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Leaving St Peter’s Square – Original Painting


Leaving St Peter’s Square – An original painting by Cathy Read.
Created in England in 2021. The painting is 61.2 cm high by 45.7 cm wide. Watercolour and Acrylic ink on watercolour paper stuck to plywood cradled panel.

The painting includes a certificate of authenticity.

Framing – The painting is sold framed in a white, stained wood frame. Images are for guidance only

Care: Keep painting away from moisture, heat and bright lights or direct sunlight

All copyrights are retained by the artist, and the artwork cannot be reproduced without consent from Cathy Read.

Availability: In stock

Leaving St Peter’s Square – Original Painting

About the Image

A bright yellow Manchester tram

The yellow paintwork is a distinctive feature of the Manchester tram, making them easy to spot as they approach. Piccadilly, the destination declared by this one, dominating the bottom of the image. It reminds me of a previous painting Piccadilly Bound I wonder if it’s the same one? Mosley Street is an impressive part of Manchester, with the Art Gallery one of my favourite buildings. It was the first gallery I ever went to and my first experience of art close to.

You know when you sit behind a tall person in a theatre? 

You have to strain to see, or move from side to side. The street sign in the middle is like that person. You want to ask it to move or look to the side to see the view. You can’t do that, of course. Why do so many artists edit views by removing what they consider ugly or modern? I honestly don’t know. To me, they are as much part of the scene as the architecture. Everyday life depends on them, they guide us on our way.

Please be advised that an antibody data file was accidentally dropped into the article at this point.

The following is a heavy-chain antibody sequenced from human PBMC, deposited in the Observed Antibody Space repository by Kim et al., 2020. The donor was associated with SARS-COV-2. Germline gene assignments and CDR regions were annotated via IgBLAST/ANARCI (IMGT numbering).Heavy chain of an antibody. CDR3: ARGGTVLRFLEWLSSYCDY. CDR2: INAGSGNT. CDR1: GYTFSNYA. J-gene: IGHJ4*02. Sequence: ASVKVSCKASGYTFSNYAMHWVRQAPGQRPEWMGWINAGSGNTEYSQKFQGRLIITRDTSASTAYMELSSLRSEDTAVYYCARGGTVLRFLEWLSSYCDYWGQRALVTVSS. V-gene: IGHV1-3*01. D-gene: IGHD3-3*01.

Behind the golden streak of the Manchester tram is Two St Peter Square, which always reminds me of a paper doily, with its brilliant-white, lace-work facade. A familiar sight now on this historic street.

A few people pass by or loiter, chatting with folk unseen in the shadows. The scene feels sunny, even on this dull day. The yellow stonework and tram livery give off a sunshine glow. Even the street markings are trying to get in on the act.

Nestled between the City Gallery and Two St. Peter’s Square another of Manchester’s glorious red brick buildings hides. You find similar constructions everywhere in the city. Each one a testament to craftsman of yore, a combination of deep red brick and yellow carved sandstone. It’s too far away to see details, other than stone window mullions and a low columned parapet.

Below all this, the tram’s journey may be frozen in time, leaving St. Peter’s Square, heading to Piccadilly but it’s speed and presence dominate.


Masking fluid is painted onto watercolour paper, fixed onto a cradled panel, to create an image. This is covered with a watercolour wash and covered with clingfilm. The picture is further developed using acrylic inks once the film is removed. The masking is removed after several layers are added and allowed to dry. Revealing the final picture.


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